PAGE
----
Joint health and diet: Which foods can cause joint pain?

Let’s talk about which foods cause joint pain. Some of these have the potential to worsen your existing pain or trigger new discomfort.

Sugary food

If you eat a lot of sugar, your body may react by producing more inflammation. The quantity required to have an effect is about 40 grams or roughly the amount in one can of soda. People with arthritis who give up sugary beverages, snacks, and desserts may find some relief from their symptoms.

Cookies and milk as some of the foods that can cause joint pain

Dairy

Dairy may seem out of place here, as it contains a number of important nutrients, including protein and calcium. However, the casein in it may exacerbate inflammation. Consuming fewer dairy products may help minimize joint inflammation.

High-fat diet

When it comes to protecting your heart and keeping your organs running smoothly, you need the beneficial fats that can be found in foods like avocados, olive oil, and almonds.

However, trans fats, such as those found in processed meals, fried foods, fast food, and doughnuts, may lead to inflammatory reactions in the body.

Foods high in carbohydrates

Carbohydrates in your diet are converted into energy by your body. To give themselves an advantage, some athletes “carb load” in the days leading up to a competition.

However, the refined carbohydrates found in high-glycemic foods like bread, crackers, white rice, and potatoes may lead to inflammation, weight gain, and chronic diseases.

Alcohol and tobacco

These two substances are not only harmful to your health in general, but they are also recognized as inflammatories that lead to some forms of arthritis. The chance of developing rheumatoid arthritis is raised by smoking, and drinking alcohol is associated with developing gout.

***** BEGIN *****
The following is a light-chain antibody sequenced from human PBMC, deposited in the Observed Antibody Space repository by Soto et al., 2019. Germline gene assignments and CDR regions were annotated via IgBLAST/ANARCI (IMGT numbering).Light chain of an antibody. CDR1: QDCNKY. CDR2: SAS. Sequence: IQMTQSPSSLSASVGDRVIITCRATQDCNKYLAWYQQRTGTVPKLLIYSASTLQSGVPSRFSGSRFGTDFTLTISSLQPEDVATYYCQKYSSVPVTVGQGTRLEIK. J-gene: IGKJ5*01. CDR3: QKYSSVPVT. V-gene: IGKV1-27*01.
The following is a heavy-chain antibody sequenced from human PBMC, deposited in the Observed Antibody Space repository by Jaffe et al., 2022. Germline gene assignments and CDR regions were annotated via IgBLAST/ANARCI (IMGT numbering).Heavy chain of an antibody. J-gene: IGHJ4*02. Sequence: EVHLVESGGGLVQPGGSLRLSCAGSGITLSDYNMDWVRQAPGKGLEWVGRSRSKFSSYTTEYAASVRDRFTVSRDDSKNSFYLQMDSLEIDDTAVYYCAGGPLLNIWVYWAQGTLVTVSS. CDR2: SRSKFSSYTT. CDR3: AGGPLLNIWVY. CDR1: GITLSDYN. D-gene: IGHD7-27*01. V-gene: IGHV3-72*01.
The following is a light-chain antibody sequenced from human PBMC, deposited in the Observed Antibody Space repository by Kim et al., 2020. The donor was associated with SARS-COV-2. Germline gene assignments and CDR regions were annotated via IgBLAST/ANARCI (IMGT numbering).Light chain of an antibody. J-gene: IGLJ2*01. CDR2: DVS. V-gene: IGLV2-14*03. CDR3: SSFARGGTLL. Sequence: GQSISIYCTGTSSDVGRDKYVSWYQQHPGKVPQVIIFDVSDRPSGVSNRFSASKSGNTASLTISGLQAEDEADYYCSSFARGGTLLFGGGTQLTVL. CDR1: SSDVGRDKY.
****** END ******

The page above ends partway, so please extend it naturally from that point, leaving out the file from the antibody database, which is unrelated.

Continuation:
Gluten

For people with celiac disease, gluten may cause inflammation in their joints and trigger or aggravate joint pain. So limiting gluten or going completely gluten-free can help improve your joint pain if you’re sensitive to this protein.

And which foods can improve joint pain?

Bone, muscle, and joint health, as well as the immune system’s ability to combat inflammation and illness, may all be improved by including certain foods in your diet. Some people find that including the following six items in their diet helps reduce the pain and inflammation associated with osteoarthritis.

Fish

The high levels of omega-3 fatty acids found in oily fish are beneficial to health. The anti-inflammatory effects of these polyunsaturated fats may help those with osteoarthritis.

Fish oil, krill oil, and flaxseed oil supplements are available for those who would rather not consume fish. Chia seeds, walnuts, and flaxseed oil are other good choices since they contain omega-3 fatty acids. These foods also have anti-inflammatory properties.

Oils

Some additional oils, in addition to those found in fatty fish, may also alleviate inflammation. The oleocanthal levels in extra virgin olive oil are rather high, and some research suggests that they may have anti-inflammatory effects comparable to those of nonsteroidal anti-inflammatory drugs.

Salmon, vegetables, and oils as some of the foods that can improve joint pain

Oils made from avocados and safflowers are both nutritious and may help reduce cholesterol levels. The calcium and vitamin D content in dairy products (such as milk, yogurt, and cheese) is very high. As these nutrients strengthen bones, they may alleviate painful sensations.

Muscle growth-promoting proteins are found in dairy products as well. A low-fat diet is a good choice for those who are trying to control their weight.

Greens

Phytochemicals and antioxidants found in abundance in dark leafy greens, such as vitamin D, are particularly effective against stress. Vitamin D helps the body absorb calcium and has been shown to strengthen the immune system, making it better able to ward off illness.